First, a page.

Red Tide west coast

Photo: Twitter

‘Red tide’ on West Coast: Govt warns locals about poisonous sea change

Various species of marine life have been rushing out of the sea along the West Coast, after a serious ‘red tide’ incident was reported over the weekend.

Red Tide west coast

Photo: Twitter

The Environmental Department has issued a warning for people living along a 60km stretch of the West Coast, after a ‘red tide’ turned the seawater into a different colour. The marine event isn’t uncommon, but it does come with hazardous consequences – and St Helena Bay & Elands Bay remain the worst affected areas.

Red tide on the West Coast – what is going on?

Red tide is a common name for algal blooms, which are large concentrations of aquatic microorganisms, such as protozoans and unicellular algae. The upwelling of nutrients from the seafloor, often following massive storms, provides for the algae and triggers ‘bloom events’. This turns the surface colour of the sea ‘red to brown’.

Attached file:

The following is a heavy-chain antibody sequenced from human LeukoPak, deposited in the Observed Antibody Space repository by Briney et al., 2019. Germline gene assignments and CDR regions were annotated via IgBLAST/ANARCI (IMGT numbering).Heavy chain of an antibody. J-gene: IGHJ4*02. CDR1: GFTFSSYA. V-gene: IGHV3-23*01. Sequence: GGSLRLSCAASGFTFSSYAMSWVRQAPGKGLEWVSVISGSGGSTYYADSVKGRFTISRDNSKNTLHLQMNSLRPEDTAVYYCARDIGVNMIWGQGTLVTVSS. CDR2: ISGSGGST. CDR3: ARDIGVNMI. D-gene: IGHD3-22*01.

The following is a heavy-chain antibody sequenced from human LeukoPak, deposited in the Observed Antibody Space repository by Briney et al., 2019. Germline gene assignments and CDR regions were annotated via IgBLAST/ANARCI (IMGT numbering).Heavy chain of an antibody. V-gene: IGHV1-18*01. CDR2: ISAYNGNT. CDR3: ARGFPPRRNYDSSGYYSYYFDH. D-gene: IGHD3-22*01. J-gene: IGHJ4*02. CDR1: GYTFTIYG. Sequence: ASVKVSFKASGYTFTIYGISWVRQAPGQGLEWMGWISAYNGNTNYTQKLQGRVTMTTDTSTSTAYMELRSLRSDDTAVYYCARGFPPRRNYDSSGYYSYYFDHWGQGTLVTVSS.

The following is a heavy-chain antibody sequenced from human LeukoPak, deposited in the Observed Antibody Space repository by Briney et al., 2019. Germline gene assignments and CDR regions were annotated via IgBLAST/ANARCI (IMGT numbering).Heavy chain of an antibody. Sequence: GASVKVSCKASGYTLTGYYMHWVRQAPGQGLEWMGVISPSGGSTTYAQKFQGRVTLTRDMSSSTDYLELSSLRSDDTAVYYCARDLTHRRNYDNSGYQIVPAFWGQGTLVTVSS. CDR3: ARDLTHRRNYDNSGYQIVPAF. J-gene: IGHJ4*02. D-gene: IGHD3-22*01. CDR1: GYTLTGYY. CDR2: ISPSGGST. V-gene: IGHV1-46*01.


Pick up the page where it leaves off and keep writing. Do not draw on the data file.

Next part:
The Department of Agriculture, Forestry, and Fisheries (DAFF) has cautioned the public, warning that some of the algal species contain toxins that are poisonous to humans. Poisoning may either take place through the consumption of contaminated seafood.

Locals cautioned about dangerous toxins

The red tide has resulted in several marine species washing up on the beach. They include; rock lobsters, octopus, white mussels, and some fish species – including crayfish, which have been exiting the sea in their droves. The Environmental Department of South Africa has now issued a Yellow Alert for the West Coast, to cover the next few days.

“The Department has immediately, in terms of its West Coast Rock Lobster Contingency Plan issued a Situation Yellow alert and placed all government role-players on standby. Weather conditions are not favorable at the moment as a Northwesterly (NW) wind is currently blowing and keeping the algal bloom concentrated in the bay.”

“These blooms of phytoplankton presently extend 50-60 kilometres in the vicinity of Elands Bay, Lambert’s Bay, and Doring Bay. Periods of calm often leads to their decay – and the subsequent development of low oxygen conditions which cause marine mortalities. With the prediction of light westerly winds over the next few days, the risk of further mortalities is high.”

The Environmental Department